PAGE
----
I noticed, only just now, the depth of meaning and sharp importance this poem held for me – giving me a glimpse into the simple loving relationship I desired to have someday with another woman.
“Freshen the Flowers, She Said.”
Sitting in my room, alone – in so many ways – the words and feeling in this poem leapt off the page and into my heart.
Curious, I read other poems, looking for more clues and more affirmation. I read about Mary’s life and realized the connection of “family.”
Today, I realized more words of affirmation, validation, and visibility. They grace the sometimes unread pages – just four simple words:
“For Molly Malone Cook.”
Thank you, Mary.
For being brave enough to write those words. Visible enough for a lesbian from East Tennessee to see it and to know that she, too, would be ok.
Mary’s books and individual poems have been included in love notes, gifts, and private thoughts in my marriage to my wife and in our falling in love with each other to start with. They have led to tender moments and served as prayers, comforts, and reminders to be mindful.
Mary was intensely private, but if I had the chance, I would ask her about her love. With Molly. And I would ask her about visibility and how much things have changed in just the past decade.
Less than a decade ago, when I came out and when I started dating then eventually becoming engaged and marrying my wife – people made a point to tell me they “did not agree” (which is still a baffling phrase to me).
In the past few months, I have witnessed some of these same people celebrate the engagements and relationships of LGBTQ mutual friends. They’ve had a change of heart and mind.
It’s people like Mary and Molly, Edie and Thea, Ellen, Amy Ray, Emily Sailiers, and so many others living their everyday lives who we have to thank for that progress and change. The ones who lived through the darker years and endured the heartache, yet still chose to be visible despite the costs.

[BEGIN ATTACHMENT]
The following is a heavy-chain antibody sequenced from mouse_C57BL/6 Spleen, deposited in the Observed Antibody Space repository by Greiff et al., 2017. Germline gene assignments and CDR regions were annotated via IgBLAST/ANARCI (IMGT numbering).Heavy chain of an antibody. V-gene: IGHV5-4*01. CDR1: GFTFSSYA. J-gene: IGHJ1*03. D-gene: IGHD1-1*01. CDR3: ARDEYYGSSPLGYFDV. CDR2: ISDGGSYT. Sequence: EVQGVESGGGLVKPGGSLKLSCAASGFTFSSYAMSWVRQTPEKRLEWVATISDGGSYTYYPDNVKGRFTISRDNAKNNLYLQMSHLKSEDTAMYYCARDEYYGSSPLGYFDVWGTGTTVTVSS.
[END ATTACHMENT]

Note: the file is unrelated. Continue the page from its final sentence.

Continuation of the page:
When I came out, I lost friends, relationships, ideals, and even some dreams and desires I had long held. Still, I found love, honesty, true friendship, and belonging that transcended the rejections. I am lucky to live in this time to experience and witness such rapid change and progress. Even though so much progress remains (and needs) to be made.
The costs have been much steeper and more perilous in the past. Yet, many brave souls came out anyway, and loved.
I sit in my home tonight, with my copy of Blue Iris on one side, my children on the other, my wife in the next room, getting things ready for the kids’ bedtime.
I sit in a new security, and I have found the love I desired back when I read Blue Iris for the first time. I have even found some societal acceptance – more than I ever dreamed would be possible at this point in my life.
Here I am – in my wonderful, simple, beautiful lesbian life.
Doing my best to be mindful of how wild and precious it is.
So, thank you, Mary.
You said you saved yourself.
Honestly – did you notice?
You saved so many of us, too.